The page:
For several election cycles now, voters across the country have ousted sheriffs who’ve collaborated with Immigration and Customs Enforcement (ICE) through the flawed and racist 287(g) program, which allows local law enforcement to act as mass deportation agents. In just one example last month, South Carolina Sheriff Kristin Graziano terminated the agreement on her first day in office, calling it “legal racial profiling.”
Dozens of House Democrats are now calling on Department of Homeland Security (DHS) Sec. Alejandro Mayorkas to go even further, and scrap the policy entirely. They explain in the letter that 287(g) and other anti-immigrant policies “turn local law enforcement agencies into a gateway to deportation, co-opt local resources into questionable, racially discriminatory purposes, strip communities of safety and public trust, and subject localities and the federal government to liability.” It needs to go.
The policy existed prior to the previous administration but grew in size under it, turning local sheriffs into the anti-immigrant agenda’s “most enthusiastic foot soldiers,” Mother Jones reported last year. Immigrants have been separated from their families and turned over to ICE for reasons as minor as forgetting to use a blinker. These agreements have in fact been harmful to everybody, lawmakers noted in their letter to Mayorkas.
“Numerous studies show that people experiencing domestic violence, sexual assault, human trafficking and other crimes are afraid to access urgently needed police protection, serve as witnesses and support law enforcement investigations—undermining public safety for all,” they write. “Other studies emphasize that when cities adopt aggressive immigrant control programs such as 287(g) they not only fail to decrease crime, but they in fact make communities less safe and undermine local economies.”
If DHS is skeptical of all that, it can just take it from its own agency. When Democrat Keybo Taylor ran for sheriff in Georgia’s Gwinett County on a promise to end its 287(g) agreement, The Appeal reports ICE threatened to “assign five senior agents to Gwinnett and target businesses, job sites, and apartments” if the agreement were to be terminated. Taylor refused to budge—and won his election. Like Graziano, Taylor ended the agreement immediately after taking office. “Gwinnett County, you spoke and I listened,” he said according to Gwinnett Daily Post. “We’re replacing these programs with a couple of initiatives that will address some problems that concerns our community.”
”It is time to discard these broken programs of yesteryear,” legislators continued. “In particular, we urge you to immediately fulfill the president’s commitment to end 287(g) agreements entered into by the Trump administration, and to go further by dismantling the 287(g) program altogether.”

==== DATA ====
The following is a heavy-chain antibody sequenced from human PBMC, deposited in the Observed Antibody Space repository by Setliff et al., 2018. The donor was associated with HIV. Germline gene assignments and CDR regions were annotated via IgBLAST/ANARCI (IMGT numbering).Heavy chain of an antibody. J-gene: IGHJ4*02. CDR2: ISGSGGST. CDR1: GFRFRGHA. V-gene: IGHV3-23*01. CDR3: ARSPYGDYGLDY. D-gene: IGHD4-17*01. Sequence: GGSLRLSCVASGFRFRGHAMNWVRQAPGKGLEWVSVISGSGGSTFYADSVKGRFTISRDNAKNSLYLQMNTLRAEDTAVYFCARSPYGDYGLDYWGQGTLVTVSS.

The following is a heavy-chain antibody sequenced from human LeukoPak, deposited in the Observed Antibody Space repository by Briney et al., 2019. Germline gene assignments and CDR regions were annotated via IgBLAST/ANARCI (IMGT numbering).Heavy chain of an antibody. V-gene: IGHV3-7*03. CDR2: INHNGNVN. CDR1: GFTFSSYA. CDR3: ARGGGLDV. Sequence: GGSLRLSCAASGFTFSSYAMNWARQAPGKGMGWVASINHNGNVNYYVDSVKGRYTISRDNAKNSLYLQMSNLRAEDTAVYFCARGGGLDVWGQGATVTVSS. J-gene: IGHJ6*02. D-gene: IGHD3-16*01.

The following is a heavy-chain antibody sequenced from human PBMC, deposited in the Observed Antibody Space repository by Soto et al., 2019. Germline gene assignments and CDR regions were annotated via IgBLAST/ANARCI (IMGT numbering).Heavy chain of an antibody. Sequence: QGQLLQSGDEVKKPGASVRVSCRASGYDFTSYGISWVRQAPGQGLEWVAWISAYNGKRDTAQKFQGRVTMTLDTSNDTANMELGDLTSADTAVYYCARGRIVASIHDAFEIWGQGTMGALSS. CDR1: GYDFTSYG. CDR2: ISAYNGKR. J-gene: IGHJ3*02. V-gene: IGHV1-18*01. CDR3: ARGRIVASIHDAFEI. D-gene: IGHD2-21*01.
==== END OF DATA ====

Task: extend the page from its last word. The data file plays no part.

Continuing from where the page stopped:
Lawmakers also urged DHS to end the “Secure Communities” program, as well as the use of unconstitutional ICE detainers. The former “gave federal agents access to the fingerprints of individuals booked into jail by local and state authorities,” Politico reports. Secure Communities was piloted under George W. Bush before being expanded, then ended, by Barack Obama. The previous president then revived it.
ICE detainers, meanwhile, have resulted in settlements totaling into the millions of dollars, after immigrants have been unlawfully held by police past their release date so ICE can come pick them up. “This is a very significant settlement,” American Civil Liberties Union attorney Jennie Pasquarella told The Washington Post last year, “and it is hopefully a wake-up call to law enforcement agencies around the country who continue to hold people for ICE.”
“The current immigration enforcement regime depends on the time and resources of local law enforcement agencies—at the expense of public safety for all and in particular for immigrant communities,” legislators said. “The 287(g) and Secure Communities programs and the use of detainers turn local law enforcement agencies into a gateway to deportation, co-opt local resources into questionable, racially discriminatory purposes, strip communities of safety and public trust, and subject localities and the federal government to liability.”
“For these reasons, we respectfully urge you to end these programs and practices—and launch a new era of a more just and welcoming immigration enforcement system divorced from local law enforcement agencies,” they concluded. Click here for a full list of letter signatories.
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